Erin L. Castro, PhD is an Associate Professor of Higher Education and Co-Founder/Director of the University of Utah Prison Education Project. Caisa E. Royer, PhD, JD is a Postdoctoral Fellow with the Research Collaborative on Higher Education and Associate Direct of the University of Utah Prison Education Project.


 Our world has grown so very much, so very fast. We can no longer just live for ourselves. It is each person's responsibility to teach the next generation what they need to live well: be respectful, kind, compassionate, successful, happy, and a productive citizen. "If all you do is all you've ever done, why would you expect anymore than what you've already gotten?" We want people to realize it's okay to want more and to  know it IS possible, when we help each other. 




Breaking Barriers Utah was developed from my experiences going in and out of prison, watching people I cared about fall into being a statistic. These re-offenders myself included often were unemployable and homeless. Some did not know how to live life alternatively. I walked out of prison many times with nothing but a check and the belongings from the commissary. I did not know how to live without drugs and crime and all that hell that comes with them. It was not until someone inspired me and guided me and gave me something to look forward to that I became teachable. I know the path I took and I know what barriers I had to break and continue to fight today so I want to share that with others. My story is not unique, many of us live in the same cycle let Breaking Barriers Utah show you a new way to live.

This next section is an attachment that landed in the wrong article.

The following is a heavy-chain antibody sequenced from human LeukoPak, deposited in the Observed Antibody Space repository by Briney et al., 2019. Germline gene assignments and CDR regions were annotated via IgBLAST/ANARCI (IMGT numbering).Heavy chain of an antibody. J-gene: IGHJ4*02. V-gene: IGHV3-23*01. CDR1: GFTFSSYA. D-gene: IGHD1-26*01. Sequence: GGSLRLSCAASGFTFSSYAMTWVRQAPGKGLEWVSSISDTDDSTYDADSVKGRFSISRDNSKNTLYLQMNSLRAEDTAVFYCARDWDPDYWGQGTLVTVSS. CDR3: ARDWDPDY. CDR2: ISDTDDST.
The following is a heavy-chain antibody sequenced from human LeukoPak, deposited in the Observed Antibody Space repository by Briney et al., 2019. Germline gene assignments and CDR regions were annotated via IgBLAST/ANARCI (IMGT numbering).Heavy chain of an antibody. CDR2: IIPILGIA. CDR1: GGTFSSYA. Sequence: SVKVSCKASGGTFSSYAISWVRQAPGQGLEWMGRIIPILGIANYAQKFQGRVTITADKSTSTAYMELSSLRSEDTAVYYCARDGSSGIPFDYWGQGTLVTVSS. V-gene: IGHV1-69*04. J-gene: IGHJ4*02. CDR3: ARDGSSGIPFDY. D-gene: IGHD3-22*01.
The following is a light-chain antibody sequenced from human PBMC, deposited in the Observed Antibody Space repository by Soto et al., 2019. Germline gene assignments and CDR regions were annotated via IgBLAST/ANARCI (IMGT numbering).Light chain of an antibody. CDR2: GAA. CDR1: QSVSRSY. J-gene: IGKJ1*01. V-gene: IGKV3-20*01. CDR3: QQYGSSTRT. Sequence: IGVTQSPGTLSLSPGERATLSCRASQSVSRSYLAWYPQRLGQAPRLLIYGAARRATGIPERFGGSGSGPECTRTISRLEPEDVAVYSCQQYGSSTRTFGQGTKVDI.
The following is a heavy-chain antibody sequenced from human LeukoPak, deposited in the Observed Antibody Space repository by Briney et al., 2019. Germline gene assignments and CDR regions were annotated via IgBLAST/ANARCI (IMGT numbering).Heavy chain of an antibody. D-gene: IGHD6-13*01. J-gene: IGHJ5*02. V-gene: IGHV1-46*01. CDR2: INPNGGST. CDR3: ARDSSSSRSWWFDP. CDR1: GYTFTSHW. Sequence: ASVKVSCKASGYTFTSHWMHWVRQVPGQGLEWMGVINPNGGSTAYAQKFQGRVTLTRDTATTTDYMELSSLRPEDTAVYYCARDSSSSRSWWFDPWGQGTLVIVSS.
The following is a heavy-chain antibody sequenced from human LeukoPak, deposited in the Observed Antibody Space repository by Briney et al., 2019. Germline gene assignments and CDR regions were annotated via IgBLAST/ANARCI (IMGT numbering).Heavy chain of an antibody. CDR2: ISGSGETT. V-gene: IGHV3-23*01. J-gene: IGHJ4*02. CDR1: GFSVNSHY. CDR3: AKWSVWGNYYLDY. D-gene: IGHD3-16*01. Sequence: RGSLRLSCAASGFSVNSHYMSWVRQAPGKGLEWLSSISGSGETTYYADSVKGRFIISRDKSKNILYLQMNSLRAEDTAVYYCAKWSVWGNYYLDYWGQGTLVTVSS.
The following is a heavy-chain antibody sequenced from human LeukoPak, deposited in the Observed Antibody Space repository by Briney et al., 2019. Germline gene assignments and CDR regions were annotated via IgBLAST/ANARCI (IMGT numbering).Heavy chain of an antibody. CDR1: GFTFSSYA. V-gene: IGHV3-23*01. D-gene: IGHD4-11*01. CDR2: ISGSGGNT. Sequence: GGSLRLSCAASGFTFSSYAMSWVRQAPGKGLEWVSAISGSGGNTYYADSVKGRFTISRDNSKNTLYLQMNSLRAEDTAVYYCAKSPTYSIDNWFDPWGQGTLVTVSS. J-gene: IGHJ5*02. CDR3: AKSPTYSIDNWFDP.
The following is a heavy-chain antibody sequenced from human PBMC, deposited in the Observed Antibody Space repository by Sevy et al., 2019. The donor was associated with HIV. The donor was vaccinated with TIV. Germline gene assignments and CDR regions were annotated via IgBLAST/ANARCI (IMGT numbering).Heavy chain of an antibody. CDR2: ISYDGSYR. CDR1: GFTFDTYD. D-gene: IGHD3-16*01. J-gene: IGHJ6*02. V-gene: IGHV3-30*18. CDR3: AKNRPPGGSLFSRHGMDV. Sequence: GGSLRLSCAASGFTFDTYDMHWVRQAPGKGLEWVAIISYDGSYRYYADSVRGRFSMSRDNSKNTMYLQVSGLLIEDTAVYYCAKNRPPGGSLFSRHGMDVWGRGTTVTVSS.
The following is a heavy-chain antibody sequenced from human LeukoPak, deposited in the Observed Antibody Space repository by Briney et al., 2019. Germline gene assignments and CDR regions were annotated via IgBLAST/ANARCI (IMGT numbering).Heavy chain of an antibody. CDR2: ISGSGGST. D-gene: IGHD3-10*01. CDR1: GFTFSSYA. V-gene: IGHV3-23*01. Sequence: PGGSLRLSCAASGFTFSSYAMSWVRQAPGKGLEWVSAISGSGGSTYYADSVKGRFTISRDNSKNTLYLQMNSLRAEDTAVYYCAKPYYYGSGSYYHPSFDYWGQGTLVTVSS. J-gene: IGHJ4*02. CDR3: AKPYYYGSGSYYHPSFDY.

Marquita S. Valdez 

The cycles that keep us bound to bad patterns are reinforced by a broken system. When I went to prison for DUI Negligent Homicide, I was shocked at how the criminal justice system was set up for people to fail. I had come from the world of academics, where my professors and peers encouraged me to dream big, to reach for my dreams. In prison, I was told to be small, to be complacent, to be the criminal that my number suggested. I saw a huge disparity between the person I knew I was and the inmate guards thought I was. People who are incarcerated are humans who have feelings and hopes and dreams of fears, not just numbers. Each person coming out of prison has tremendous potential to become their best selves. Through mentorship, community and social support, and by breaking patterns, each person who has been formerly incarcerated has an opportunity to thrive and live a life where they dream big and reach their goals.

Lindsy A. Floyd